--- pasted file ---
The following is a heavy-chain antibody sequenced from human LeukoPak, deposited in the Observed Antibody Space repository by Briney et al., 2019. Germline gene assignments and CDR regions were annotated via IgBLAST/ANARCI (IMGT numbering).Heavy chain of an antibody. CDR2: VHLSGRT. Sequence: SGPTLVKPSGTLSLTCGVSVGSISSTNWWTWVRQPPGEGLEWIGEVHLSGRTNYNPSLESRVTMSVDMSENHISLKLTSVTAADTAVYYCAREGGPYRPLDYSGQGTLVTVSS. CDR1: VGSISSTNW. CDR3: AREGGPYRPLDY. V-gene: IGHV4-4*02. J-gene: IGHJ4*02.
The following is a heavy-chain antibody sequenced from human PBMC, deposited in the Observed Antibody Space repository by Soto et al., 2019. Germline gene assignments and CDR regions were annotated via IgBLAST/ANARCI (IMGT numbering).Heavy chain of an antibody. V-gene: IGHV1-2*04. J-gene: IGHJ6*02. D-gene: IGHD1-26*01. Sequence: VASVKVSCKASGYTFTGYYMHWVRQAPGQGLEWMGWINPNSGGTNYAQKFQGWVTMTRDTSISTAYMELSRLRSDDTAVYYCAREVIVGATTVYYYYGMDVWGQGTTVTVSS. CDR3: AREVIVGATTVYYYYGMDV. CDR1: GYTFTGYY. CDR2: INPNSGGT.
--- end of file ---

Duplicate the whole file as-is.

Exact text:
The following is a heavy-chain antibody sequenced from human LeukoPak, deposited in the Observed Antibody Space repository by Briney et al., 2019. Germline gene assignments and CDR regions were annotated via IgBLAST/ANARCI (IMGT numbering).Heavy chain of an antibody. CDR2: VHLSGRT. Sequence: SGPTLVKPSGTLSLTCGVSVGSISSTNWWTWVRQPPGEGLEWIGEVHLSGRTNYNPSLESRVTMSVDMSENHISLKLTSVTAADTAVYYCAREGGPYRPLDYSGQGTLVTVSS. CDR1: VGSISSTNW. CDR3: AREGGPYRPLDY. V-gene: IGHV4-4*02. J-gene: IGHJ4*02.
The following is a heavy-chain antibody sequenced from human PBMC, deposited in the Observed Antibody Space repository by Soto et al., 2019. Germline gene assignments and CDR regions were annotated via IgBLAST/ANARCI (IMGT numbering).Heavy chain of an antibody. V-gene: IGHV1-2*04. J-gene: IGHJ6*02. D-gene: IGHD1-26*01. Sequence: VASVKVSCKASGYTFTGYYMHWVRQAPGQGLEWMGWINPNSGGTNYAQKFQGWVTMTRDTSISTAYMELSRLRSDDTAVYYCAREVIVGATTVYYYYGMDVWGQGTTVTVSS. CDR3: AREVIVGATTVYYYYGMDV. CDR1: GYTFTGYY. CDR2: INPNSGGT.